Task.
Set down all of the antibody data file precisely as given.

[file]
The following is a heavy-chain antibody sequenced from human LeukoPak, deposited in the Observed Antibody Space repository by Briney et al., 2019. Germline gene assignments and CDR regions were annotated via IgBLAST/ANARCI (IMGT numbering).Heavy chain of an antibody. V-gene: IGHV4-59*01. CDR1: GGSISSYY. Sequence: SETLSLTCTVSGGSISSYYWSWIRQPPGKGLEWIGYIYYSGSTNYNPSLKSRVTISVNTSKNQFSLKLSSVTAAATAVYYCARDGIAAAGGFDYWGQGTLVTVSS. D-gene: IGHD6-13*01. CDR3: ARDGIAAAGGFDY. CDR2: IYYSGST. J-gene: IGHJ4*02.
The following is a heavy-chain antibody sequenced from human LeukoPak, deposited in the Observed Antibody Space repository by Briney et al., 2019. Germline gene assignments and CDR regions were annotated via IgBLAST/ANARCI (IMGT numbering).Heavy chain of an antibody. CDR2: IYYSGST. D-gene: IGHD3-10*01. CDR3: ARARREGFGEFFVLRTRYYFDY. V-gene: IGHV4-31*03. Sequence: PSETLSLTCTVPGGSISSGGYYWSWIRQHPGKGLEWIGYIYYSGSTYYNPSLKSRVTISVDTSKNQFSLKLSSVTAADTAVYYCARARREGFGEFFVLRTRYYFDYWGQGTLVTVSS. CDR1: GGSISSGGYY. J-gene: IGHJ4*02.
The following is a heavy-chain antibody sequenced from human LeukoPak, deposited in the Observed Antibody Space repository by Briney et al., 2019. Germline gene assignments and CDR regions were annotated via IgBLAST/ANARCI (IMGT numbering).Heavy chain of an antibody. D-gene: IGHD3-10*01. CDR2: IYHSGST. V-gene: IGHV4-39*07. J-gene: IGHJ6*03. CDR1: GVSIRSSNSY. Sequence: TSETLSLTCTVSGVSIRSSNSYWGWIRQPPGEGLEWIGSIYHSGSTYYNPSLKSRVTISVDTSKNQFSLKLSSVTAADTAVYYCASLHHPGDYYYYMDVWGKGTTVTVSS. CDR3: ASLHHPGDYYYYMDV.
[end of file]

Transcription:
The following is a heavy-chain antibody sequenced from human LeukoPak, deposited in the Observed Antibody Space repository by Briney et al., 2019. Germline gene assignments and CDR regions were annotated via IgBLAST/ANARCI (IMGT numbering).Heavy chain of an antibody. V-gene: IGHV4-59*01. CDR1: GGSISSYY. Sequence: SETLSLTCTVSGGSISSYYWSWIRQPPGKGLEWIGYIYYSGSTNYNPSLKSRVTISVNTSKNQFSLKLSSVTAAATAVYYCARDGIAAAGGFDYWGQGTLVTVSS. D-gene: IGHD6-13*01. CDR3: ARDGIAAAGGFDY. CDR2: IYYSGST. J-gene: IGHJ4*02.
The following is a heavy-chain antibody sequenced from human LeukoPak, deposited in the Observed Antibody Space repository by Briney et al., 2019. Germline gene assignments and CDR regions were annotated via IgBLAST/ANARCI (IMGT numbering).Heavy chain of an antibody. CDR2: IYYSGST. D-gene: IGHD3-10*01. CDR3: ARARREGFGEFFVLRTRYYFDY. V-gene: IGHV4-31*03. Sequence: PSETLSLTCTVPGGSISSGGYYWSWIRQHPGKGLEWIGYIYYSGSTYYNPSLKSRVTISVDTSKNQFSLKLSSVTAADTAVYYCARARREGFGEFFVLRTRYYFDYWGQGTLVTVSS. CDR1: GGSISSGGYY. J-gene: IGHJ4*02.
The following is a heavy-chain antibody sequenced from human LeukoPak, deposited in the Observed Antibody Space repository by Briney et al., 2019. Germline gene assignments and CDR regions were annotated via IgBLAST/ANARCI (IMGT numbering).Heavy chain of an antibody. D-gene: IGHD3-10*01. CDR2: IYHSGST. V-gene: IGHV4-39*07. J-gene: IGHJ6*03. CDR1: GVSIRSSNSY. Sequence: TSETLSLTCTVSGVSIRSSNSYWGWIRQPPGEGLEWIGSIYHSGSTYYNPSLKSRVTISVDTSKNQFSLKLSSVTAADTAVYYCASLHHPGDYYYYMDVWGKGTTVTVSS. CDR3: ASLHHPGDYYYYMDV.